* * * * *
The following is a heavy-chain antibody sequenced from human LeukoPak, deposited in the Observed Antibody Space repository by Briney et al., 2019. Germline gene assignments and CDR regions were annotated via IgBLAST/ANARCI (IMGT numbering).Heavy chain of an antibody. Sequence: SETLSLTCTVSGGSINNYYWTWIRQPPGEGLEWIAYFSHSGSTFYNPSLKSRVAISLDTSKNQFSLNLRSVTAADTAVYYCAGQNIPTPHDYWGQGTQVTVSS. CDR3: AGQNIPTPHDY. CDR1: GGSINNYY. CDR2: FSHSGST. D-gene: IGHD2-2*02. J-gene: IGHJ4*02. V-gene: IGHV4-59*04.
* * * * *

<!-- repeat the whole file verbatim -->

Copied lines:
The following is a heavy-chain antibody sequenced from human LeukoPak, deposited in the Observed Antibody Space repository by Briney et al., 2019. Germline gene assignments and CDR regions were annotated via IgBLAST/ANARCI (IMGT numbering).Heavy chain of an antibody. Sequence: SETLSLTCTVSGGSINNYYWTWIRQPPGEGLEWIAYFSHSGSTFYNPSLKSRVAISLDTSKNQFSLNLRSVTAADTAVYYCAGQNIPTPHDYWGQGTQVTVSS. CDR3: AGQNIPTPHDY. CDR1: GGSINNYY. CDR2: FSHSGST. D-gene: IGHD2-2*02. J-gene: IGHJ4*02. V-gene: IGHV4-59*04.